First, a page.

The Great Meltdown . . . of Common Sense
July 7, 2008
With reporters and local politicians on hand, 14,000 firearms used in Los Angeles County crimes or confiscated from crime scenes were melted last Thursday in a Rancho Cucamonga metal-recycling factory, to be transformed into steel reinforcing bar.
The annual event was dubbed Project Isaiah (2:4: ". . . swords into plowshares") by the factory's environmental and safety manager, Leonard Robinson. He no doubt means well. A native of violence-scarred South Central Los Angeles, Robinson reportedly launched the project in 1993 "as a symbolic gesture to victims of firearms violence and their families." But haven't we had enough of symbolism? Are we not yet ready for some substance? Is there any point to this spectacle beyond the speeches, photo-ops and political posturing?
Aside from the arms in the pile that had been illegally re-configured by their former owners, most of the arms readied for destruction looked to be ordinary sporting rifles and shotguns, like the ones you can buy at any Wal Mart. Clearly visible also in the newspaper photo were a First World War vintage British infantry rifle, and a World War II-era military-surplus carbine. Surely an ignominious end for these two venerable (and valuable) war relics that served their countries well.
But the annual meltdown is worse than pointless for two reasons. First, it leaves the public with the false impression that it is somehow better off because a few thousand weapons were destroyed. This view was encouraged by L.A. County Assistant Sheriff Larry Waldie, who announced to reporters on hand at the meltdown that "Today our streets are safer." On Wednesday, the arms were locked away in a police evidence room, and by Friday they were reinforcing bar. This transformation makes us safer?
If our streets are safer, it is because the former owners of these arms are behind bars. That fact, rather than the weapons' destruction, gives us reason to sleep better at night. Politicians and police officials have an obligation to catch suspects and put the guilty people away--not lecture the rest of us about private ownership of firearms.
One also wonders whether the victims of gun violence or their families are invited to the Project Isaiah meltdown? Do any of them attend? It's hard to imagine many victims wanting to witness the destruction of the perpetrator's weapon. It's easy, on the other hand, to imagine them wanting to be present at his trial and probably at his sentencing, too. Most of them know who is really responsible for their loss. It isn't the inanimate object.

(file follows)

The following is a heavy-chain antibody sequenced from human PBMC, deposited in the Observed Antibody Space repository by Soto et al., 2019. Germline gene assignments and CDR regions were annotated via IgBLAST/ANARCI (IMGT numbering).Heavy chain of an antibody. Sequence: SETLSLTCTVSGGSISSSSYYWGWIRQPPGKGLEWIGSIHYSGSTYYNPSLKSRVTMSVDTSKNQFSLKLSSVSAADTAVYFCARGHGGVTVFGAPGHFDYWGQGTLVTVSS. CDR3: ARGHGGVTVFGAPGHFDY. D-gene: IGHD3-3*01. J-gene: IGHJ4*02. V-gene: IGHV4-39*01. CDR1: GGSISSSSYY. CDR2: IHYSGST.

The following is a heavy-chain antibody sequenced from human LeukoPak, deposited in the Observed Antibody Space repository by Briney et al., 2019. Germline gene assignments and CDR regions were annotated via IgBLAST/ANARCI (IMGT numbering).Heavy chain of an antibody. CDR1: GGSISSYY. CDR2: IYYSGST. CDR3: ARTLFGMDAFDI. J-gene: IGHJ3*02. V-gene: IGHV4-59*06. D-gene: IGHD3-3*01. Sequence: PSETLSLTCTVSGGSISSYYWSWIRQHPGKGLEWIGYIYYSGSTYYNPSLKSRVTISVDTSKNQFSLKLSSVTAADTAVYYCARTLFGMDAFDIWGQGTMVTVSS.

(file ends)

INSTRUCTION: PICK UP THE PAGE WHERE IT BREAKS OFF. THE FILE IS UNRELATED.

Second, spectacles like Project Isaiah give the impression that all firearms contribute somehow to crime and are guilty by their very nature. Such events are reminiscent of the story of a sheep in medieval France that accidentally caused the death of its owner. The unlucky critter was put on trial and, having been found guilty by the local judge, was condemned to execution and stoned to death by the townsfolk.
Truth be told, well over 99% of all the millions of firearms owned in the U.S. serve beneficial purposes, including family shooting sports, putting meat on the table, and defense of person, family or property from lawbreakers. By all accounts, guns stop more crime in the United States than they cause. Collectively, firearms continue to serve the purpose our nation's founders anticipated. They are the ultimate deterrent to the rise of tyrannical government within our borders.
If politicians and businessmen really want to put on a show, perhaps they should have an annual ceremony at the prison gate as convicted felons are escorted inside. A celebrity could announce their respective crimes and the number of years before we can again expect to see them walking freely down the street.
Or if we must have a ceremony for guns, how about balancing Project Isaiah with another--call it Project Nehemiah (4:18: "And each of the builders had his sword girded at his side while he built"). This one would honor all the firearms used over the past year to protect or save innocent lives. Guns such as the one used by the security guard that deters would-be bank robbers, or the one used by a woman living alone to send a would-be rapist to the hospital to remove a bullet from his hindquarters, or the one used by an alert neighbor to save a child from a raging pit bull.
Some might say it's silly to honor firearms. Is it any less silly to demonize them?
Daniel C. Palm is Associate Professor of Political Science at Azusa Pacific University and a senior fellow of the Claremont Institute.